Susan Gelman has achieved
international renown for her work on essentialism, the theory
that people categorize objects and ideas
on the basis of underlying essential features that are not obvious on the surface. Crows and flamingos, for example, are both birds; however, they do not look at all alike.
On the other hand, crows and bats resemble
each other in many
though they do not share
membership in the same essential category that crows and flamingos do.
In Gelman’s influential book The Essential Child, she asserts that a cognitive bias favoring essentialist thinking profoundly influences human behavior, including that of children. For example, Gelman has shown that children have an early, powerful tendency to search for hidden, non-obvious features of objects when they are learning words, generalizing knowledge to new category members, reasoning about the insides of things, and constructing causal explanations.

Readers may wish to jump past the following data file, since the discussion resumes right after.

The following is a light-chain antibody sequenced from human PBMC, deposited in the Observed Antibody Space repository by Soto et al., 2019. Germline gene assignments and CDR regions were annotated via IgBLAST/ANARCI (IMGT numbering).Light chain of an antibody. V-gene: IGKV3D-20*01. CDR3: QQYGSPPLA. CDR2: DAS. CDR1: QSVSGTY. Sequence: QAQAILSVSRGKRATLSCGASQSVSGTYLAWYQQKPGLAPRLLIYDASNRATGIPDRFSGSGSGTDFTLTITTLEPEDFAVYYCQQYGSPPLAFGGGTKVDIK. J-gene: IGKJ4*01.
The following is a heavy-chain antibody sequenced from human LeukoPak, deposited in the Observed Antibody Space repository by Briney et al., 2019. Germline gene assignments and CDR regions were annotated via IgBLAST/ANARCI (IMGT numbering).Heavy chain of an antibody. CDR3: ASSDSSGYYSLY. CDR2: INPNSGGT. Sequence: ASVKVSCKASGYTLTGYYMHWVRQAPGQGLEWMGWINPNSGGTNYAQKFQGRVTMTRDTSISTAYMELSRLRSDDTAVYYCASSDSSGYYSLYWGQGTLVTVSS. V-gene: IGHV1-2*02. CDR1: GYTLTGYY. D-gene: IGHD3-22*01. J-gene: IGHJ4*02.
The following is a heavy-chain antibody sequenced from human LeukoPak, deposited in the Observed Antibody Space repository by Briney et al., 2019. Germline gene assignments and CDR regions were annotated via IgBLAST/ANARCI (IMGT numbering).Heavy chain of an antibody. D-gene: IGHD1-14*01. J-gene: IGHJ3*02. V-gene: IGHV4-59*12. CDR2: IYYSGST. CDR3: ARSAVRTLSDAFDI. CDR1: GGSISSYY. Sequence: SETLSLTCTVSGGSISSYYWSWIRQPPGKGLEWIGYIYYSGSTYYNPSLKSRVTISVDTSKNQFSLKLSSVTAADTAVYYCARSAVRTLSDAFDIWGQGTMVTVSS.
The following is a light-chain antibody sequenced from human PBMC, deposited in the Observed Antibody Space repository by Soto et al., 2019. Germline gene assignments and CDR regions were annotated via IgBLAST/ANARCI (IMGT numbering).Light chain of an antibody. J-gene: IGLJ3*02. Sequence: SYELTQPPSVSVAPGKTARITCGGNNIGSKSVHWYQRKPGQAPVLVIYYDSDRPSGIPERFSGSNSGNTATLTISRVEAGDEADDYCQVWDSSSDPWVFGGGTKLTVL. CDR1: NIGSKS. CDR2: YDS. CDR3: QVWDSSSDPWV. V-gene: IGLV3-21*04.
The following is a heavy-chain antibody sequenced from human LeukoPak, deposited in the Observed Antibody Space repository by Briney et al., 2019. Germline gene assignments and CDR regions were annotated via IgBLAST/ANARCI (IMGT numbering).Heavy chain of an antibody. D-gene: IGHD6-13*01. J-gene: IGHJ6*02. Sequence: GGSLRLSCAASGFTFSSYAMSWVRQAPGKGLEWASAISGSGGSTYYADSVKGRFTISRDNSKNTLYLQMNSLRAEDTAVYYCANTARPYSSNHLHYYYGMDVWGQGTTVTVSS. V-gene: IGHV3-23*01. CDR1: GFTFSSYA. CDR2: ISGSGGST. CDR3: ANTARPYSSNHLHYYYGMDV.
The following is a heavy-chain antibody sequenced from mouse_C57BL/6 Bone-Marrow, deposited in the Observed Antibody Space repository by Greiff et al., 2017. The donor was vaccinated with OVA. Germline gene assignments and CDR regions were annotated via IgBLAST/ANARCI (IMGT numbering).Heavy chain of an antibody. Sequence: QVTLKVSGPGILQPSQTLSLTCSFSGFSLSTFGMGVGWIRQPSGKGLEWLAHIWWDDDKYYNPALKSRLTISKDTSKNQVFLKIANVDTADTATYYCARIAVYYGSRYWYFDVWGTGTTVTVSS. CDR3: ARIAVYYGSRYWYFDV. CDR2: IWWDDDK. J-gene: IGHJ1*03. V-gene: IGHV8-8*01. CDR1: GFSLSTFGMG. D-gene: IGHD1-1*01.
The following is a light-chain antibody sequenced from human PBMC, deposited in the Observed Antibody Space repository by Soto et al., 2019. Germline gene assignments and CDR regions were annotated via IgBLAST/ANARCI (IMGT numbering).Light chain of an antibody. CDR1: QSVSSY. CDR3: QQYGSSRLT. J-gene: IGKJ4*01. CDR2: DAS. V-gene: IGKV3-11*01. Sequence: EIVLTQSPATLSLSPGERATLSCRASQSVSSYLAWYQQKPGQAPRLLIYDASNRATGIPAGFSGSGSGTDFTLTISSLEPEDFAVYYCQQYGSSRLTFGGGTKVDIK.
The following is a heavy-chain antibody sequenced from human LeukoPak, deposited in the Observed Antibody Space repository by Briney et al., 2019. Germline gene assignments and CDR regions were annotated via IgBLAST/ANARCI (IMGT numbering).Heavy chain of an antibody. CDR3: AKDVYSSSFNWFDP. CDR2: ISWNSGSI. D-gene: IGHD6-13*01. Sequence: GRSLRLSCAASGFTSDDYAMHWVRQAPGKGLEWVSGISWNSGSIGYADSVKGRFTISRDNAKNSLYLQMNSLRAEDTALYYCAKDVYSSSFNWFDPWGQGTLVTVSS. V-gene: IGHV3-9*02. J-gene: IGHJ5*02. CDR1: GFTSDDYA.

Across human languages, Gelman has identified generic noun phrases (e.g., “bats fly
at night”) as building-blocks of essentialism. Children, she has shown, readily commit such phrases to memory. Gelman’s research and theories on essentialist thinking have spurred a
revolution in developmental
psychology, which previously had been dominated by the view that children primarily notice concrete, surface-level features of
the objects around them.
A past Member of the APS Board of Directors, Gelman is known not only for her extraordinary
research but also for her contributions to the field through service and mentoring. She is a member of
the American Academy of
the National Academy of